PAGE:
A well-executed business plan is a critical first step for every new business.
By Max Berry

 

You think you’re ready. You know what sort of business you want to start. You’ve written down your idea, narrowed its focus, and done the basic research. Now, what’s the next step? Turn that idea and research into a formal business plan.

 

Writing a detailed business plan is an essential step toward getting your business off the ground. Not only will the business plan help guide you through the challenges and complexities of launching your business, but it will also prove essential if you decide to apply for a loan to fund the business. “Banks look for signs that you know what you are doing and that you are really committed to your business idea,” says Martin Lehman, counselor at the New York chapter of the Service Corps of Retired Professionals (SCORE). “They need to see that you’ve worked through the details of your idea in a systematic way and have given real thought to the problems you may face.” The existence of a well thought-out, clearly written, well researched and realistic business plan will prove critical to demonstrating your seriousness and professionalism to any financial institution you decide to approach.

 

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So what goes in the business plan? Business plans have a general layout. The plan should open with an executive summary that states in a few sentences, or a short paragraph, what the business will do and why you are the person—with the right experience, education, etc.—to make it happen.

 

Research, Research
After the executive summary you will want to lay out your market research and analysis, demonstrating that there exists an adequate pool of consumers willing to purchase your product or service. You can find precise data from government publications, industry publications, trade groups, and local chambers of commerce. You should also define the extent of the competition your business will face within the area it operates and how your business will stand apart from that competition. “You need to be realistic when assessing how much competition your new business is likely to face,” says business consultant C. Davis Fogg. “Too many startups don’t realize how difficult it is to attract customers—especially if there are well-established similar-type businesses already in the area.”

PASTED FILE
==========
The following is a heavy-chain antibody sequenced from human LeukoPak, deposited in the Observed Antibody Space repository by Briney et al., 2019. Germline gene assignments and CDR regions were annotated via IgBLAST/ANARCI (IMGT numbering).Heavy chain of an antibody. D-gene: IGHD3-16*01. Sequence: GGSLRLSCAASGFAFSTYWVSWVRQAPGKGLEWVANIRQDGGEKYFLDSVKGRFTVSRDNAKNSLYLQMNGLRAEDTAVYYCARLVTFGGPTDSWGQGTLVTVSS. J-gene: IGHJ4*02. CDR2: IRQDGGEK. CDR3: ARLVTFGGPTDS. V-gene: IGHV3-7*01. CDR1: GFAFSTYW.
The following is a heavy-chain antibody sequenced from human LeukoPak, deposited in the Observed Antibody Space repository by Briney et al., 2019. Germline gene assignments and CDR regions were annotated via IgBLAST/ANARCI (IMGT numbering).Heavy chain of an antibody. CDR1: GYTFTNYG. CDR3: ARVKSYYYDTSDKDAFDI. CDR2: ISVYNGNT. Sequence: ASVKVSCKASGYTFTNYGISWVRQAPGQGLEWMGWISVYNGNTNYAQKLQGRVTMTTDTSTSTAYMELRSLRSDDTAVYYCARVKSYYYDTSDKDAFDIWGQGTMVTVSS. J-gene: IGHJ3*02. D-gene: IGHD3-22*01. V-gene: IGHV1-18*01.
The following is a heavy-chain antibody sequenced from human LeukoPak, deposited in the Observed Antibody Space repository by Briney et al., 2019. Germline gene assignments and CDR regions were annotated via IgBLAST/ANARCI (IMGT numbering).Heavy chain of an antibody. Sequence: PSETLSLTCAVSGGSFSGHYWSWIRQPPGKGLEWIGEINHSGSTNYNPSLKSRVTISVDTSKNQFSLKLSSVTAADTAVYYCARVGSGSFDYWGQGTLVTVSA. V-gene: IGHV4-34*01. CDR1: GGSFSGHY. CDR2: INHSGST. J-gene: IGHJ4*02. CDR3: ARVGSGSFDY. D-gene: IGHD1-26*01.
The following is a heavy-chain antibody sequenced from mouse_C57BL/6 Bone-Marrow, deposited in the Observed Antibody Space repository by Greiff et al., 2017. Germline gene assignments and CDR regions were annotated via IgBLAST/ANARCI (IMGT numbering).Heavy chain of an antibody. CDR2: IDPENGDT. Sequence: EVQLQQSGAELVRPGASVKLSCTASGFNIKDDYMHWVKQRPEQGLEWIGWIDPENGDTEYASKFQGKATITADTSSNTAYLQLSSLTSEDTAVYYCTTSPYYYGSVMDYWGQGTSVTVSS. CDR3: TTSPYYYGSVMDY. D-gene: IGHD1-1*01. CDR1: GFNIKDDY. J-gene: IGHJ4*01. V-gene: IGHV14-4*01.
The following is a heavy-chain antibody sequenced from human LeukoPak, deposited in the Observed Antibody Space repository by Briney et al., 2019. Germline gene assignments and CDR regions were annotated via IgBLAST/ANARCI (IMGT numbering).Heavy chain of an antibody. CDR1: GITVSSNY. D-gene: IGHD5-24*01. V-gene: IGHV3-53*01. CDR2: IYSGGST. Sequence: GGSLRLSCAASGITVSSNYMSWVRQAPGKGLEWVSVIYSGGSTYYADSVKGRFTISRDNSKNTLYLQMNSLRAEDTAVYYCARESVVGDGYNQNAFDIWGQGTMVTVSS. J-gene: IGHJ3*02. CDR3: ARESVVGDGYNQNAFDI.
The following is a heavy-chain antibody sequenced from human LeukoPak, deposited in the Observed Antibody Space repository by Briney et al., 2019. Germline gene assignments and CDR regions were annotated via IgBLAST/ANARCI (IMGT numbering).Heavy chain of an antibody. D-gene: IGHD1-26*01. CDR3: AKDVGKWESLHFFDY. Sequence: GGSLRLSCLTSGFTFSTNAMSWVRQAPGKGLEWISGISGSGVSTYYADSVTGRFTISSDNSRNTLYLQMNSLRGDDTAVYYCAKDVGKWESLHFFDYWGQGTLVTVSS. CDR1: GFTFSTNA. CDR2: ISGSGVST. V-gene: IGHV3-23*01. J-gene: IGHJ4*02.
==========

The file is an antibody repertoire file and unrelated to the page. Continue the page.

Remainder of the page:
A Solid Structure
Describe your new business’s structure. How will your business deliver its products or services? Who will do what? Where will your operations be located? It may make sense to create charts that lay out the company’s critical processes, and executive decision-making responsibilities. “It’s a good idea to answer as many management questions as possible ahead of time,” advises Lehman. “If you have a partnership, for instance, who gets the final word on difficult decisions? The more detail the better.” Be sure to define the company’s ownership—will you own it completely, or are there co-owners or partners in the business? If you already have a team of key personnel in place, include their resumes or biographies and descriptions of their roles in the business.

 

Be Descriptive
Be sure to describe your product or service as well as your marketing plans in detail. “Again, detail is key,” says Lehman. “Don’t assume that a simple description like ‘coffee shop’ or ‘retail clothes store’ is enough.” Explain exactly what your business sells with as much specificity as possible and how your product or service distinguishes itself from the competition.

 

The Bottom Line
Finally, you need to explain the financial workings of your business. How much money will it cost to produce your product or service, rent a location (if applicable), pay any employees (including yourself), market the business, and purchase needed supplies? “If you are just launching your business,” Lehman says, “this can be tricky, since you don’t have an established track record to rely on.” So you will have to project your likely expenses and revenues based on your research. “And this can be the trickiest part of all,” Lehman warns, “because there’s a huge temptation to put everything in the best-possible-case-scenario kind of thinking.” Too many fledgling businesses, he says, are too optimistic when it comes to forecasting just how much money they will need to start the business and keep it running, and even more optimistic when assuming how many customers they will attract in their early days. “Sometimes its better to be a little pessimistic,” he says. “In any range of estimates, look at the less favorable ones.” In short, be conservative—assume expenses will be higher and initial revenues lower. Calculate a break-even forecast that shows the sales figure you will need to achieve just to break even, and then make sure your market research backs up the idea that you will get at least that many customers.”

 

For more information, including templates and guidelines for writing a business plan:
U.S. Chamber of Commerce (www.uschamber.com)
Small Business Administration (www.sba.gov)
SCORE (www.score.org).

 

Offline Resources:
Business Plans for Dummies by Paul Tiffany and Steven Peterson
The Complete Book of Business Plans by Joseph A. Covello and Brian J. Hazelgren
Both are available from online vendors or at many public libraries.

 

Max Berry is an Associate Editor/Writer for Business 24/7 Magazine.

 

Be sure to look for Part III of this article, which will examine how to raise money to start your business and how to market your products or services.

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